Pros: SW Maps allows users to add multiple WMTS, TMS, XYZ or WMS base layers and cache tiles for offline use. You can export and easily share recorded data or features that you have drawn as a CSV, KMZ or shapefile, as well as attach photos to KMZs. With SW Maps, users can record location data and metadata in order to create specific site surveys; it is also easy to draw features, measure distances and add labels to a map. You are able to view shapefiles within the application. SW Maps is relatively easy to use to draw features and export them, however its core functionality does not extend far beyond this. A huge bonus of SW Maps is the price, and that even comes without having to view advertisements as most free apps force you into.

Cons: When I tried to export data directly from SW Maps, the application did not give me any option of where to save the file, so I was unable to locate it on my smart phone. This may be an issue only for the Pixel 3, however I was still able to export the files by sharing them via email. There are only two available base maps, Google Maps and Open Street Maps; and SW Maps can only be downloaded on Android devices. A huge downside of SW Maps is that the data collection attribute fields are limited and there is no way to download or create specific survey forms to fill out.


SW Maps lets users create or record tracks.


Fulcrum [The Editor’s Choice]

Cost: $28/month for 20GB storage, $38/month for 100GB storage

Pros: Our Editor’s Choice for a mobile data collection app is Fulcrum as it not only has a variety of useful features, but it is also easy to use and is well liked by reviewers. To start, it functions well as a tool for offline data collection, and has efficient import and export options that are integrated with a web-based application. Data collection in Fulcrum is very flexible as users can pick from pre-made forms supporting a wide variety of applications, such as tree health and air pollution surveys. Fulcrum also works on iOS, Android and even in a browser. The app has a variety of impressive features including monitoring of contributor productivity; creating data events and custom survey forms; choosing team roles; real-time tracking; API integration; secure data storage; and much more.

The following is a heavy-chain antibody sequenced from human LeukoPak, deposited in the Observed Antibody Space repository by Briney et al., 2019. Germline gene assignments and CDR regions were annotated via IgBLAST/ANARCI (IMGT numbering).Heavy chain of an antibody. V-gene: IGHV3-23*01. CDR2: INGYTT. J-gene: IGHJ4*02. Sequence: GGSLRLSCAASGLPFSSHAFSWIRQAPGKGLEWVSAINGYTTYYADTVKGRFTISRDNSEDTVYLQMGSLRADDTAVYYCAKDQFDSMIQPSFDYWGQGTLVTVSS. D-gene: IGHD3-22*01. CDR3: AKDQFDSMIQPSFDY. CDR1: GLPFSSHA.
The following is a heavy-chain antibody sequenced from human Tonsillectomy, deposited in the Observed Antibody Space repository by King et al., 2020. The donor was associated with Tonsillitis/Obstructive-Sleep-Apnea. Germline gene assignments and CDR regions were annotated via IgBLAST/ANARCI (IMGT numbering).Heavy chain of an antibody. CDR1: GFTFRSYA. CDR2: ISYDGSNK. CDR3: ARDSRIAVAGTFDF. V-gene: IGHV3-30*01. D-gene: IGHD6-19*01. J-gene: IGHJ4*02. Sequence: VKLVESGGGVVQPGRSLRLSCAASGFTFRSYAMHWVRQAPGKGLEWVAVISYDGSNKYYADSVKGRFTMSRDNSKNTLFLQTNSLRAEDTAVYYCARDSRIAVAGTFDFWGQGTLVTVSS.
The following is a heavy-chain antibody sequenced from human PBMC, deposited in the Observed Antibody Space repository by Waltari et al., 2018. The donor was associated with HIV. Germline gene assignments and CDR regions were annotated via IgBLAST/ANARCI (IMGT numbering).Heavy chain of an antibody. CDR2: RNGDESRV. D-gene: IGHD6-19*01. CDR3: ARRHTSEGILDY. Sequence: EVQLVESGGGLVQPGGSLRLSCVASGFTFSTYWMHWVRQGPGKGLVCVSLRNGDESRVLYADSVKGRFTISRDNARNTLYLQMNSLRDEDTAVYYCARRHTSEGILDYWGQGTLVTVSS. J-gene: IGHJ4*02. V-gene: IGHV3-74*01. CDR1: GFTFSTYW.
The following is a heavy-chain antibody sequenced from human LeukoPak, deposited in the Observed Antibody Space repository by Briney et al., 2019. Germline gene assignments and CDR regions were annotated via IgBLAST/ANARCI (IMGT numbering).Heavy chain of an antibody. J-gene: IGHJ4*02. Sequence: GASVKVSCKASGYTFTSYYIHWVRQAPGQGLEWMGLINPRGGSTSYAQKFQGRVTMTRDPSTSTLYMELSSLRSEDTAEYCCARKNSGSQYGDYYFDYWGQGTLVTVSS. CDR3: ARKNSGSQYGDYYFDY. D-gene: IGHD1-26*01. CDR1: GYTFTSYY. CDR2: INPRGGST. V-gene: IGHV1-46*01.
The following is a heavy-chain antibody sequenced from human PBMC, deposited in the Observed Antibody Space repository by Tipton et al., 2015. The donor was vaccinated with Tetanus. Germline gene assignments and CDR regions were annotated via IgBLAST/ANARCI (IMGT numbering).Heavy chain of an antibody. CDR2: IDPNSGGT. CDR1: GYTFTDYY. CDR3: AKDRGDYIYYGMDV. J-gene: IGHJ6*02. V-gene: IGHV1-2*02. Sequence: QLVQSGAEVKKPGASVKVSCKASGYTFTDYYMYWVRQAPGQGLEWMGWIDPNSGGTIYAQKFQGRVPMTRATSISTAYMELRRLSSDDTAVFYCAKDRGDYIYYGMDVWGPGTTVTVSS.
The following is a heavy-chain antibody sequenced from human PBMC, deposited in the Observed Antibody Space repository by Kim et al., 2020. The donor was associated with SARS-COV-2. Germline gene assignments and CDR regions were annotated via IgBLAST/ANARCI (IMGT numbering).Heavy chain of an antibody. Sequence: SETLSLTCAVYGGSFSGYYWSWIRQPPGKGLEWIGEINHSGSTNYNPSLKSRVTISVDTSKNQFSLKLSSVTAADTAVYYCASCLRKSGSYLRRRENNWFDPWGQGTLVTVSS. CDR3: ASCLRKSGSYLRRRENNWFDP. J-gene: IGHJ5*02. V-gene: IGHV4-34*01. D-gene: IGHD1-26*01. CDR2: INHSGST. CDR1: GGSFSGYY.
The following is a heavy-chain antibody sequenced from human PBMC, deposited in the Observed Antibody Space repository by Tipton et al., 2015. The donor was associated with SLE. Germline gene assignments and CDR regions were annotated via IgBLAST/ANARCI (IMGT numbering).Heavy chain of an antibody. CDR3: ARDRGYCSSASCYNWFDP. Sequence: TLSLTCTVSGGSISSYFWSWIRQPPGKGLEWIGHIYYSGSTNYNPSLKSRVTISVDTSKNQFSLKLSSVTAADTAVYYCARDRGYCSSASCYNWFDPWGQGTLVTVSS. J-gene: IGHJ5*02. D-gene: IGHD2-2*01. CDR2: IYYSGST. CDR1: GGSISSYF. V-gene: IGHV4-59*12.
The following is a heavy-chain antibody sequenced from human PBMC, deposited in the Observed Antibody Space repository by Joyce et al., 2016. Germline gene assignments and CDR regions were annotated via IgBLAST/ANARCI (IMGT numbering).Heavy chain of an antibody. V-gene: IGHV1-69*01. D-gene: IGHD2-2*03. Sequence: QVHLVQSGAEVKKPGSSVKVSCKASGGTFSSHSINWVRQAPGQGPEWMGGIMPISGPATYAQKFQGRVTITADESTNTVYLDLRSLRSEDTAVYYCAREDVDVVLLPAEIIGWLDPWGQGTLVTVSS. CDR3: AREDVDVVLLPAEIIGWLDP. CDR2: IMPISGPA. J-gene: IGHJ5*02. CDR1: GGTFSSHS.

Cons: When it comes to functionality there is little to complain about with Fulcrum. The app does lack a variety of base maps as it is limited to Google Maps. Also, users cannot export directly from their mobile device, instead they must login to the web application in order to access the files. But as most users are exporting their data for use on a computer, it makes almost no difference that the files must be accessed in a browser. While you have to pay to use all of Fulcrum’s features, you are able to at least test them out during the free trial.

Exporting Spatial Data From Fulcrum: Fulcrum is praised in its reviews for its versatility and efficiency, and we could not agree more! Hence we have decided to make it our Editor’s Choice for mobile data collection and subsequent integration with Map Mavin. You can follow these four steps to export spatial data collected with Fulcrum into Map Mavin:


  1. Choose an application/form to record your spatial data and attributes.
  2. Now capture the data, save it, and click the refresh circle at the top of your mobile device’s screen to upload it to the web application.
  3. Login on to https://web.fulcrumapp.com/ and either go to your exports page, export directly from the button next to your application, or click download data from the application’s dashboard view. You can then choose from various download formats that include CSV, Excel, shapefile, KMZ and GeoJson. Map Mavin accepts shapefile, KMZ and GeoJson so we suggest using one of these formats.
  4. Once you have exported your data from Fulcrum, zip up those layers and load them into your Map Mavin account!

Videos of Fulcrum In Action

With Fulcrum, it’s easy to capture spatial data in the field and add in survey notes.

In this video, we show you how to use the Fulcrum web application to download data you captured in the field.

Jake Zatz
Serial Satellite Searcher